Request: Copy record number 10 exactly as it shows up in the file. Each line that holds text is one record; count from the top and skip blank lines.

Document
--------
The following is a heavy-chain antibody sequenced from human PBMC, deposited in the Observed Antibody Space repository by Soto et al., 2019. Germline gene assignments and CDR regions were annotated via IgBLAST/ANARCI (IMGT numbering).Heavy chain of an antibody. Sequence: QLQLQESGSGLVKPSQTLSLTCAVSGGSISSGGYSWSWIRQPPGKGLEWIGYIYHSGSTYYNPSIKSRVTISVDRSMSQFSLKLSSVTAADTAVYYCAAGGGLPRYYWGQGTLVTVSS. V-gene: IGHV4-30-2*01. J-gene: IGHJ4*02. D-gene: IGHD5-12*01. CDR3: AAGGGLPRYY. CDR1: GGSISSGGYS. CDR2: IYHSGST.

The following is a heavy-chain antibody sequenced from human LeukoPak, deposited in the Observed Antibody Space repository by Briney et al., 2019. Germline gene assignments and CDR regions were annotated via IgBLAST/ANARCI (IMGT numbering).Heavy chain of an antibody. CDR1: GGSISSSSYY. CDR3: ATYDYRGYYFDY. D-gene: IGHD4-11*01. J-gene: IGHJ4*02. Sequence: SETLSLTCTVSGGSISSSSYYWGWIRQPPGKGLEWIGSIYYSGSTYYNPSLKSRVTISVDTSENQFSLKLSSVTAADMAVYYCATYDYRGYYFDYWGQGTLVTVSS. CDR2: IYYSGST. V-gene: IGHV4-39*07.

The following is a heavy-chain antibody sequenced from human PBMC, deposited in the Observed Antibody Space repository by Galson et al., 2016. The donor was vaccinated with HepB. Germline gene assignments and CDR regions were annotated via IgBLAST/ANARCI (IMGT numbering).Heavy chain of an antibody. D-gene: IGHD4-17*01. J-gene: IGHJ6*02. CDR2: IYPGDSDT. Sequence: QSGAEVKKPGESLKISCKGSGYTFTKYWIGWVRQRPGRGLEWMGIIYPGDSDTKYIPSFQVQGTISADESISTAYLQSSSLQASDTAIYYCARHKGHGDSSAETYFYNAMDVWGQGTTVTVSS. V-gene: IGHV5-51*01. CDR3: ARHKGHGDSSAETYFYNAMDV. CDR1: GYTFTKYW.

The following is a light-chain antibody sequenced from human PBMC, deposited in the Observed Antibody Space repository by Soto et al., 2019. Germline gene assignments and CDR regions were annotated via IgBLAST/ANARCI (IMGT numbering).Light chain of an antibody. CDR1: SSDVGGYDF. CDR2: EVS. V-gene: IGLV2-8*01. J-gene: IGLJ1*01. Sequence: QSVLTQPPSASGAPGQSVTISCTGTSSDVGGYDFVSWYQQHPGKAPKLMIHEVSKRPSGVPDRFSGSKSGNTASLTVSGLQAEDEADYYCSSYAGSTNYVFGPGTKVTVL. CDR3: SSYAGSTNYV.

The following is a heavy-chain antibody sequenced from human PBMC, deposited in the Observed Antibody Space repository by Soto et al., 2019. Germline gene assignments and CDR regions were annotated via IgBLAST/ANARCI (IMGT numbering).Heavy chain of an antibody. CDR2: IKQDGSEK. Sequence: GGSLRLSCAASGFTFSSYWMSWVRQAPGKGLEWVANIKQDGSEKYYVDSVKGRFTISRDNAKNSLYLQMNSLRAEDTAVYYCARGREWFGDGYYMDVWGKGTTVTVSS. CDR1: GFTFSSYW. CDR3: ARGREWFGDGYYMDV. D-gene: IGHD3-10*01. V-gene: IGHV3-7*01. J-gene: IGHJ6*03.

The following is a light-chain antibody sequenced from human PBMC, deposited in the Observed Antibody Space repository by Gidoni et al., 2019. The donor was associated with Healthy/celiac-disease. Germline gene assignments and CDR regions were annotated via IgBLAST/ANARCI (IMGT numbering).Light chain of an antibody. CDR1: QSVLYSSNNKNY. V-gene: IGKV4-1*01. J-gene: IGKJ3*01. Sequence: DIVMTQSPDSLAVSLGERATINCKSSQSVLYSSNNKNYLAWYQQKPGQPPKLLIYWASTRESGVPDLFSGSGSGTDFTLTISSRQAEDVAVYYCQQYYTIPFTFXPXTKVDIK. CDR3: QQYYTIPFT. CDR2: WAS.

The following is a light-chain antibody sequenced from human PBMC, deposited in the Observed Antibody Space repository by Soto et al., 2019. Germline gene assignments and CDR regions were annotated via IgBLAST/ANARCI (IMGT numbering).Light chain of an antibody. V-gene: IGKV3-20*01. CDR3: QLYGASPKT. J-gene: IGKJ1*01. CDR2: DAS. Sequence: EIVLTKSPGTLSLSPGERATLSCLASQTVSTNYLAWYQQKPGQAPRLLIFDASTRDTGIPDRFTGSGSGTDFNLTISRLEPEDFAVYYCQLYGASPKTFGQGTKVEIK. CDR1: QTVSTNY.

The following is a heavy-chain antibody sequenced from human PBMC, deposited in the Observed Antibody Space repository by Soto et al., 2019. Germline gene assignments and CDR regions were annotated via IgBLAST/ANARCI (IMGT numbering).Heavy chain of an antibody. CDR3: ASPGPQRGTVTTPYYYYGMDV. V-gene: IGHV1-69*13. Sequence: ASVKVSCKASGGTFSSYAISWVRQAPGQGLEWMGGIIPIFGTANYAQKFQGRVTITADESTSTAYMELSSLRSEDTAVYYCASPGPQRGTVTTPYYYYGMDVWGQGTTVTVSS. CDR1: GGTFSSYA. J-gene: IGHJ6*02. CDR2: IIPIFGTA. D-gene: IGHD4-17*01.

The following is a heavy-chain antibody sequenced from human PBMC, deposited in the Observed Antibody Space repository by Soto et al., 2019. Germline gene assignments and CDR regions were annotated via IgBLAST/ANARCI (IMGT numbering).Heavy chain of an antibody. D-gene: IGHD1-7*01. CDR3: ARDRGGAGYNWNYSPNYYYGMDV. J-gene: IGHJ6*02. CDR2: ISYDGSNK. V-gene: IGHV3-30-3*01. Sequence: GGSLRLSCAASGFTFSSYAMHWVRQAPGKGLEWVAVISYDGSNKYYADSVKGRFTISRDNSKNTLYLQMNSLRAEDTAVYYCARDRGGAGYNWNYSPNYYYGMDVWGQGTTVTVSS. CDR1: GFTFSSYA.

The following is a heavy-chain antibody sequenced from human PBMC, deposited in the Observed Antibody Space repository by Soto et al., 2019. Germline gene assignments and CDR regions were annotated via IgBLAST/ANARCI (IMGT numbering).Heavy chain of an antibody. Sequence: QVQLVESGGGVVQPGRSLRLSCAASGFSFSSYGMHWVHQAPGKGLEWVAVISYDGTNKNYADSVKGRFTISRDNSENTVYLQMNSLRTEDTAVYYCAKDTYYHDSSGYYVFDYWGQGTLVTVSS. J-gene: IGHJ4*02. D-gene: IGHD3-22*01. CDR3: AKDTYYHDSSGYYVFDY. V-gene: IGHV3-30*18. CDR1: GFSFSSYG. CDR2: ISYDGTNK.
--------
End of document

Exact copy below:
The following is a heavy-chain antibody sequenced from human PBMC, deposited in the Observed Antibody Space repository by Soto et al., 2019. Germline gene assignments and CDR regions were annotated via IgBLAST/ANARCI (IMGT numbering).Heavy chain of an antibody. Sequence: QVQLVESGGGVVQPGRSLRLSCAASGFSFSSYGMHWVHQAPGKGLEWVAVISYDGTNKNYADSVKGRFTISRDNSENTVYLQMNSLRTEDTAVYYCAKDTYYHDSSGYYVFDYWGQGTLVTVSS. J-gene: IGHJ4*02. D-gene: IGHD3-22*01. CDR3: AKDTYYHDSSGYYVFDY. V-gene: IGHV3-30*18. CDR1: GFSFSSYG. CDR2: ISYDGTNK.